This is a guest post from Hannah Zeciri, pen name The Last Ronin, a writer who has a passion for martial arts. The original interview with Zach Lenon, Columbia's only Brazilian Jiu-Jitsu black belt, is from her official blog and is reprinted below.
My latest interview is with Columbia, Missouri’s only BJJ Black Belt, Zach Lenon. Zach is the head instructor at Cavalo BJJ in Columbia (a Kiko France affiliate). I’ve known Zach for quite some time (we went to high school together) and have had the opportunity to train with him on several occasions. If you live within driving range of Columbia, Mo. then you should definitely check his school out. Zach is a great instructor who knows his stuff. If you are serious in learning Brazilian Jiu-Jitsu then his school is the only place.
Name: Zach Lenon
Home Town: Macon, Mo.
Current City: Columbia, Mo.
Rank & Lineage: Black Belt
Carlos Gracie > Helio Gracie > Rolls Gracie > Renan Pitangui > Totija Jordan > Rogerio Poggio > Edson Diniz > Francisco France > Zach Lenon
Years Training: 9
Your School/ Gym: Cavalo BJJ
Address: 4250 East Broadway, Columbia, Mo.
Classes Schedule: Day and Evening Classes
Website: Cavalo BJJ
Could you give the readers a brief bio on yourself from when you began BJJ to now.
I began training BJJ while attending college. I was immediately hooked. I reached the rank of purple belt while training in Springfield. My BJJ really took off when I moved to Columbia and started training at American Top Team. I received my brown belt in 2009. I opened my own school in July of 2010 and was awarded my black belt from my professor, Kiko France, in February of 2011.
What are your personal goals in BJJ?
My goals are to compete as much as I can and to pass on my love of the art to my students.
I have won numerous tournaments at all belt levels including NAGA Absolute and IBJJF titles.
Do you have any upcoming tournaments/ events lined up for 2012?
I do plan on competing quite a bit during 2012. I have the IBJJF Chicago Open, NAGA St. Louis and the Pan Am Championships coming up in March alone. I averaged one tournament a month last year and would like to do even more this year.
What are your goals for your school over the next 5 years?
I would like to continue to grow and bring along quality students that are well-rounded grapplers.
What advice would you give to someone just starting out in BJJ?
Drill the basics. A lot of beginners will briefly go over the basics and move on to attempt flashy moves that look cool but are low percentage. Without the basics, which are the building blocks, you will never pull off advanced moves with consistency.
I like using a single leg takedown for BJJ/submission grappling. It is a high percentage takedown with low risk of a submission being applied while executing it if done correctly.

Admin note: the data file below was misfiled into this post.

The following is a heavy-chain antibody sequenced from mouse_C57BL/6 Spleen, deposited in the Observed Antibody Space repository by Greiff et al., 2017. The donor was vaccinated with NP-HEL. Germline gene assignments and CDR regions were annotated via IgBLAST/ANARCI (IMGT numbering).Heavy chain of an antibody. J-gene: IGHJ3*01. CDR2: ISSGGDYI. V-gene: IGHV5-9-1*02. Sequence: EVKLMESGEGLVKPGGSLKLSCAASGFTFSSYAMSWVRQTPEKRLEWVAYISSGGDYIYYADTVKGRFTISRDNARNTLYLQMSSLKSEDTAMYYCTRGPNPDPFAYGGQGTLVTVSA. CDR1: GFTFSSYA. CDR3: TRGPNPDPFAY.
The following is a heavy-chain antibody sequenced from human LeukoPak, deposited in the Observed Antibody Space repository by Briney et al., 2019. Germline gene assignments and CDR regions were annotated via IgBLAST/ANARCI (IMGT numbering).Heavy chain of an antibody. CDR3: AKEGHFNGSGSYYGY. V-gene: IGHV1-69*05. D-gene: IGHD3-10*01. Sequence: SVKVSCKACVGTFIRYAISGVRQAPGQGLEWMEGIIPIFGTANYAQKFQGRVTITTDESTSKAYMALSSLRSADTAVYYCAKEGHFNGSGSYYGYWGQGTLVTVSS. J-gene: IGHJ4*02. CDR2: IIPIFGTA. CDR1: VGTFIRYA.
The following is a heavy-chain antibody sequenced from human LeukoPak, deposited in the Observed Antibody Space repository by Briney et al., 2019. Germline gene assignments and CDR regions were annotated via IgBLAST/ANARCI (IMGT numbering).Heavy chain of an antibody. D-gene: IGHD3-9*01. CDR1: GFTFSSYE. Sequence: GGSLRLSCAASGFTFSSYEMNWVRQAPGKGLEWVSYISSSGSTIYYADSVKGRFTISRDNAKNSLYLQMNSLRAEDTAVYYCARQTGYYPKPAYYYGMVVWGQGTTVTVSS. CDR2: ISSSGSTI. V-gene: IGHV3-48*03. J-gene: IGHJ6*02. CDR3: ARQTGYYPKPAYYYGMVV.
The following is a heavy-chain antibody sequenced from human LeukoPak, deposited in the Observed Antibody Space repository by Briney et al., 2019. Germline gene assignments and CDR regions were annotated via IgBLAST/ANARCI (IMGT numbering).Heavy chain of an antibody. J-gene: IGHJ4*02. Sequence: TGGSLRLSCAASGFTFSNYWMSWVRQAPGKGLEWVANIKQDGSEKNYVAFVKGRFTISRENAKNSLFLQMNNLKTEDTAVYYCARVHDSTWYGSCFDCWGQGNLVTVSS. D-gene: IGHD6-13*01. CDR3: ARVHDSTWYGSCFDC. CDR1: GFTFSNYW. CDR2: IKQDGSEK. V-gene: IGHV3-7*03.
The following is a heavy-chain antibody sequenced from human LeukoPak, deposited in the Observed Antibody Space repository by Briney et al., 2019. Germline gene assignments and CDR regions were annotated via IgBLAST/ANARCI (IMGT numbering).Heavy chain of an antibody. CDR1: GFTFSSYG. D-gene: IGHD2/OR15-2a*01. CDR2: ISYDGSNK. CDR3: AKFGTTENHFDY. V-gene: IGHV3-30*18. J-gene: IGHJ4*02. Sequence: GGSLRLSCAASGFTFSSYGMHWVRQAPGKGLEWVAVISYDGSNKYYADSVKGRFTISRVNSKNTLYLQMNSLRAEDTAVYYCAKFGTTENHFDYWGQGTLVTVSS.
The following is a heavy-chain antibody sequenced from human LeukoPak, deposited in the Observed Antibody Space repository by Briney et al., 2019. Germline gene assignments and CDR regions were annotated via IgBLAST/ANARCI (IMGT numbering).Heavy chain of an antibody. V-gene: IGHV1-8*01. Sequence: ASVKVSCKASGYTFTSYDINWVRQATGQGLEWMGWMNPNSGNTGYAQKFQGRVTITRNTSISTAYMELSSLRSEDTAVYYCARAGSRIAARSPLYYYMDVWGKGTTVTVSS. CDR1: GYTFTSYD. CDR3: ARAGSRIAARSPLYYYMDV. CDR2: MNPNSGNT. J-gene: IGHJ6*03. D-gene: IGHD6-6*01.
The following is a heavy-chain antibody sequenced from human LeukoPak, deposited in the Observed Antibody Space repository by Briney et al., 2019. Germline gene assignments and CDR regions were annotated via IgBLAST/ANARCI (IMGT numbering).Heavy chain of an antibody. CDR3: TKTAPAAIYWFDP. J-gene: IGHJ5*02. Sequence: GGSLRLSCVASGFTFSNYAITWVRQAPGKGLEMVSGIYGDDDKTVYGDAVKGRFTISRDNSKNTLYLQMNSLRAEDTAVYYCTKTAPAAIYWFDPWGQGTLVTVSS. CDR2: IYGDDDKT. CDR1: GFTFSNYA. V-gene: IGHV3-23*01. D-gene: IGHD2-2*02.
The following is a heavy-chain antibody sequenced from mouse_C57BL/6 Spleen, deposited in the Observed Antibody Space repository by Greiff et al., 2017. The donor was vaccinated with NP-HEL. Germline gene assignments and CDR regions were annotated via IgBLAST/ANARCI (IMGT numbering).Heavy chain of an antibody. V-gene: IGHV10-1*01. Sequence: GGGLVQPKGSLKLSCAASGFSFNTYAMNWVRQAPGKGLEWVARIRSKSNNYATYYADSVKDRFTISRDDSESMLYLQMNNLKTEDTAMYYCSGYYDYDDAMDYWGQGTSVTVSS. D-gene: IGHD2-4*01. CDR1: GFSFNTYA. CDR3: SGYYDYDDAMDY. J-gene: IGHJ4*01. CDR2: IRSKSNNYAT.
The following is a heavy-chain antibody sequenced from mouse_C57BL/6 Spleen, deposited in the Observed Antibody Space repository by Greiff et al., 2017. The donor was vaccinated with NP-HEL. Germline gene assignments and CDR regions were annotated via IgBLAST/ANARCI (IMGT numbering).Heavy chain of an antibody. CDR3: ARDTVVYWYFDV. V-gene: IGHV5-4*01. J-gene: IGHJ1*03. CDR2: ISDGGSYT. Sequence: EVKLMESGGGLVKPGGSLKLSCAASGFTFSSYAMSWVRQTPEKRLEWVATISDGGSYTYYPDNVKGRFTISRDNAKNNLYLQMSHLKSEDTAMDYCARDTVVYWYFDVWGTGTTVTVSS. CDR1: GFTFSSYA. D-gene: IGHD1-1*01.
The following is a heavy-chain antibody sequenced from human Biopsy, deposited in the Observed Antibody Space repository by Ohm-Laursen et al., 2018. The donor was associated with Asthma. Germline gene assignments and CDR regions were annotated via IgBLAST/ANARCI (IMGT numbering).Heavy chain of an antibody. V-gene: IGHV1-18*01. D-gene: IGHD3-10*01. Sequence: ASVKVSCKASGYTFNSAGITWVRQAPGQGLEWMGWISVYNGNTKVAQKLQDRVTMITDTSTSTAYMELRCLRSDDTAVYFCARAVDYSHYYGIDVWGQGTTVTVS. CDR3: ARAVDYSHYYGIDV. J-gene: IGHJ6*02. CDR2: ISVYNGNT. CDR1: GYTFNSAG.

I attack a lot of necks and ankles but I am always looking for other submissions if they present themselves.
How many days a week do you train?
I usually train 5-6 days a week plus conditioning.
Favorite music to train to?
I don’t usually crank up the music to train. I prefer the quiet to concentrate on my training.
Do you prefer gi or no gi?
I prefer to train gi. I believe it makes a person a more technical grappler. The gi requires the practitioner to use BJJ to escape positions and submissions rather than to just rely on speed and strength. I do enjoy training no gi though and compete without the gi a lot.
What advice would you give to women wanting to join a BJJ class?
I do have some women in class and I don’t have any different advice for them, than I do for the men. BJJ is so great and so popular because you don’t have to be an alpha male to excel at it. If you do the techniques right then it doesn’t matter your size, age, weight, or strength.
Who have been some of the biggest influences in your jiu-jitsu game?
By far the biggest would be my Professor, Kiko France. He taught me so much while training at ATT and continues to when we get to train together. He has a level of BJJ that I can only hope to be able to reach someday. There have been several others that I have trained with, as well, that I have learned a lot from.
Just for fun, say it’s the Abu Dhabi Finals: you vs Ezra– who wins?
Ezra and I have trained together for a long time. We have very similar styles and know each other’s game. It would probably be a very slow, technical match unless one of us went for something dynamic at the beginning. That being said, Ezra by flying armbar 10 seconds into the match.
Any final thoughts or something you would like to add?
If you live in the Mid Missouri area and would like to learn BJJ then please come tryout Cavalo BJJ. I promise you high level BJJ in a fun and safe atmosphere.